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FORUMS Canon Cameras, Lenses & Accessories Canon EF and EF-S Lenses 
Thread started 21 Mar 2012 (Wednesday) 20:51
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Old 100mm macro

 
Dr.D
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Mar 21, 2012 20:51 |  #1

Just picked up a Canon 100mm Macro and having a little problem finding anything out about it. I believe it's a older model of the 100mm 2.8 Macro because it has a metal body. Is that the same as the USM? I'm guessing not, but can't seem to find the sample thread for the older, if there is one for the older model. Also, do they make a hood for it and do I really need it since the lens sits inside a way back? Any help in the right direction would be greatly appreciated. Thanks in advance!


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1Tanker
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Mar 21, 2012 21:03 |  #2

If the lens is recessed, it would be the non-USM model. As for the hood.. might not be a necessity, but i have a love affair with hoods, and all of my lenses (except kit 18-55) have hoods. :confused:


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crn3371
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Mar 21, 2012 21:05 |  #3

I've got one. Nice lens, built like a tank. No need for a hood since the front element is so recessed. Not the fastest to focus (no usm) and the front element extends during focusing, but still a good sharp macro and portrait lens.




  
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msowsun
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Mar 21, 2012 21:30 |  #4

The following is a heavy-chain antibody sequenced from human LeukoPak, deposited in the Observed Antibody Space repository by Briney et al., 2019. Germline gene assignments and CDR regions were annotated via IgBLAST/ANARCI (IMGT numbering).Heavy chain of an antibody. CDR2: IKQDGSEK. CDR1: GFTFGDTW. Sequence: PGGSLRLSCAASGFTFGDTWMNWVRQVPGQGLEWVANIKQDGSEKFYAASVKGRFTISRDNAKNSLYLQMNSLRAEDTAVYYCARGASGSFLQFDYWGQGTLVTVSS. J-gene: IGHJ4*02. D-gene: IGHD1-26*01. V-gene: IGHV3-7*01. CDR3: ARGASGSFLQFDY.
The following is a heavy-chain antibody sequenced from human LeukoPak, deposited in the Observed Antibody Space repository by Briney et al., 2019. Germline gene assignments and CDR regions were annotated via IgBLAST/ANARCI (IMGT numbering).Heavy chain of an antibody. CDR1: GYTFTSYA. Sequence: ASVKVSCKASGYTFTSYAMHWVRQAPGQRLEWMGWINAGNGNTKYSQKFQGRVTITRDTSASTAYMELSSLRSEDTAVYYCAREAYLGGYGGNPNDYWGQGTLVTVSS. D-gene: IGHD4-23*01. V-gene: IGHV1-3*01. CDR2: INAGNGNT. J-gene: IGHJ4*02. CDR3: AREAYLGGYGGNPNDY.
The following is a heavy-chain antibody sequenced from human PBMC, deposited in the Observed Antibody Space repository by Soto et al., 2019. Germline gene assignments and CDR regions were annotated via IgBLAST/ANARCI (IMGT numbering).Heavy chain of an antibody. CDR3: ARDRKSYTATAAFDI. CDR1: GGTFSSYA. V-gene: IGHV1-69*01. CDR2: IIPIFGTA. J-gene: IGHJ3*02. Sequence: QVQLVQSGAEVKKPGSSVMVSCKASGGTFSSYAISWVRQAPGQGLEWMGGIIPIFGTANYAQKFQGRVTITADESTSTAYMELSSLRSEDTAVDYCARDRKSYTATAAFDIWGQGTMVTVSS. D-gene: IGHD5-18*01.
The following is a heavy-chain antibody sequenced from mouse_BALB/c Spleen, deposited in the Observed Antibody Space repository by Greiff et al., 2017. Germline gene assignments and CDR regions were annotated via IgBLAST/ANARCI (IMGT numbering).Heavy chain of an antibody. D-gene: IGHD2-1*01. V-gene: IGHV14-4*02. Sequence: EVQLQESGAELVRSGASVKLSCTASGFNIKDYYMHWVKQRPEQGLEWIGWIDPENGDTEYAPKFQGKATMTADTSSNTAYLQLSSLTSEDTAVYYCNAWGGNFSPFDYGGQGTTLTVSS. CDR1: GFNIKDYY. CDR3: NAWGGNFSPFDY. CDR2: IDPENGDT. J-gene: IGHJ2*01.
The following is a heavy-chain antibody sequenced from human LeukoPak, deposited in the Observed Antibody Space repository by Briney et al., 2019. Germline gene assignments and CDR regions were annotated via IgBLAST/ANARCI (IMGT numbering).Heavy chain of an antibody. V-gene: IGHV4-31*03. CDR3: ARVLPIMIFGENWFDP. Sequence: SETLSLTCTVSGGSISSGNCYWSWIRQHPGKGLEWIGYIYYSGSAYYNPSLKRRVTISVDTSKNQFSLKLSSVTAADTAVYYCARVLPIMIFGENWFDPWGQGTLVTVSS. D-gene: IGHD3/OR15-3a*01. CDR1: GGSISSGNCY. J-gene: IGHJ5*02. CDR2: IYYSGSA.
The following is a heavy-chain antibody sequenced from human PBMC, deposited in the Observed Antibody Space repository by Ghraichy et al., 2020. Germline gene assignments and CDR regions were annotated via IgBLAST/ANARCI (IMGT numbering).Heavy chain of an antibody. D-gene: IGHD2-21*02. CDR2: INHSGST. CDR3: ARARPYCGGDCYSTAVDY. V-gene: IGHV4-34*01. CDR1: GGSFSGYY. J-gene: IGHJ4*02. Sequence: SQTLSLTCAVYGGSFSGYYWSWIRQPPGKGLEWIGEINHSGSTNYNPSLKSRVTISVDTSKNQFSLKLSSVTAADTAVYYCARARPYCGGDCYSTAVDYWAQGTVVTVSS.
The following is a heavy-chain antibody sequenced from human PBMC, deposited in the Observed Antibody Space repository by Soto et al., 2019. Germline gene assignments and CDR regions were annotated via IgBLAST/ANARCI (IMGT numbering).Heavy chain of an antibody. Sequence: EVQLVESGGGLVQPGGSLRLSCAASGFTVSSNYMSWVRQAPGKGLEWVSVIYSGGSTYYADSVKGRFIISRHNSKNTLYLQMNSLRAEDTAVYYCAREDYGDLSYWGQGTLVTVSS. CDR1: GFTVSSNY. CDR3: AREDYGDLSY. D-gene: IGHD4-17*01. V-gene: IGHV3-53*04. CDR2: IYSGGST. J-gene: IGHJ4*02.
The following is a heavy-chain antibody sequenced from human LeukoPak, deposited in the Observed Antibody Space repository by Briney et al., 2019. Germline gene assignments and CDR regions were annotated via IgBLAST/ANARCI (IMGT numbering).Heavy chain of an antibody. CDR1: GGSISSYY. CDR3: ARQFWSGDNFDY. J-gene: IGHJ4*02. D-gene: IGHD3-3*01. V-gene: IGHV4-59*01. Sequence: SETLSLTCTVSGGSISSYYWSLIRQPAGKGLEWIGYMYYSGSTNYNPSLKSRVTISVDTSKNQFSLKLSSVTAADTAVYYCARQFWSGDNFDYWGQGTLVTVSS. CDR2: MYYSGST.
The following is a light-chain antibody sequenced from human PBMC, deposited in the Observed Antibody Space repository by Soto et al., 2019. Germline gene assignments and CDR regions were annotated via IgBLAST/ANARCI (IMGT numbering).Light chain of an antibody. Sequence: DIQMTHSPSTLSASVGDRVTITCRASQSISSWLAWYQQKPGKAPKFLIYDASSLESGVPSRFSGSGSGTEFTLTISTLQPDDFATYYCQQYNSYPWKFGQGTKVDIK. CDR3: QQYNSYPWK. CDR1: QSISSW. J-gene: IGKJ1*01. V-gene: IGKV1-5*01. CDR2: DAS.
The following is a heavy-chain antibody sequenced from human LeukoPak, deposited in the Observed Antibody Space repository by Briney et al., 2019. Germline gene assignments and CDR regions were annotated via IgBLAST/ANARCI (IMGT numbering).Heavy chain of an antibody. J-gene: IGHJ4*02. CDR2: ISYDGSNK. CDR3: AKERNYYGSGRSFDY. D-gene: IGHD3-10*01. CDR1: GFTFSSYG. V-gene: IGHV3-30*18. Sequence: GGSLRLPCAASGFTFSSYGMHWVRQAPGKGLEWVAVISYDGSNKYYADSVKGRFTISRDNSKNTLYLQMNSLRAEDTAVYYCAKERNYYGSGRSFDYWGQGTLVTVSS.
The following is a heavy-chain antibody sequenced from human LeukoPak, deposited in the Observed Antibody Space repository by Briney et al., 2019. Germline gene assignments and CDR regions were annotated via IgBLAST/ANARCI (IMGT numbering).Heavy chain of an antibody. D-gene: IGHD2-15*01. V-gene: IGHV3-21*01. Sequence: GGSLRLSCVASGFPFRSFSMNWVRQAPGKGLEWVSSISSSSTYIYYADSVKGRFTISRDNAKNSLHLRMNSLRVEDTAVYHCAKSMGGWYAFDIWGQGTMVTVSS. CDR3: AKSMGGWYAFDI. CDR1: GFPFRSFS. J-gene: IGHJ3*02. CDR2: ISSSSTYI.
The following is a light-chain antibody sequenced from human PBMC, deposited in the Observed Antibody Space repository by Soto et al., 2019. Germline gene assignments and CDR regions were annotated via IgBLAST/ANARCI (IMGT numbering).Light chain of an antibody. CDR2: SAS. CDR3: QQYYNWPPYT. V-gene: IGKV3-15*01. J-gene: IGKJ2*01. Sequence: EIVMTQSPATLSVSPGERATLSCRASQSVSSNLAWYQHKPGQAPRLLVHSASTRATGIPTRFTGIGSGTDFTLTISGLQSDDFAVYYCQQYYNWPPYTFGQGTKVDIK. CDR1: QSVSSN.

Here is a short review of the older (non-USM) EF 100mm 2.8 http://www.google.ca …hKkQGatzFgtiiYE​zviutDa_Ig (external link)

Canon did not make a hood for this lens. The front element is deeply recessed so a hood is really not required and might even get in the way for a Macro shot.

You can see from the photo there is no way to mount a hood other than using the 52mm screw in filter threads.



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jimewall
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Mar 21, 2012 22:07 as a reply to  @ msowsun's post |  #5

I believe this lens (and the 50mm f2.5) were designed to have recessed glass and thus not "need" a lens hood. As was said I think a hood might interfere with getting close enough to some subjects when doing close ups. Unlike the 50mm f2.5, this lens provides a 1:1 magnification without any adapter. I find it very sharp, but the general consensus is it is just about as sharp as both the L and the USM non-L - but just shy.

The only drawbacks I see are it is old (if in good condition not a problem), no USM so noisier and slower AF (not a problem for me I usually manually focus for macro photography - and that is all I use this lens for), front end extends (at times bothersome), and no way to put a tripod collar on this lens (this I would really, really like to be able to do).

Its a good lens, go out and use it, it will do well. I've owned mine since before the other two were around.


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DreDaze
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Mar 22, 2012 01:30 |  #6

there's no separate sample thread so a few just post images in there...the IQ is supposed to be similar to the USM version...it may take a bit to get used to the extending end when you're focusing on closer things...


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Dr.D
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Mar 22, 2012 23:27 |  #7

Hey guys, thanks for the info.


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amfoto1
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Mar 23, 2012 09:32 |  #8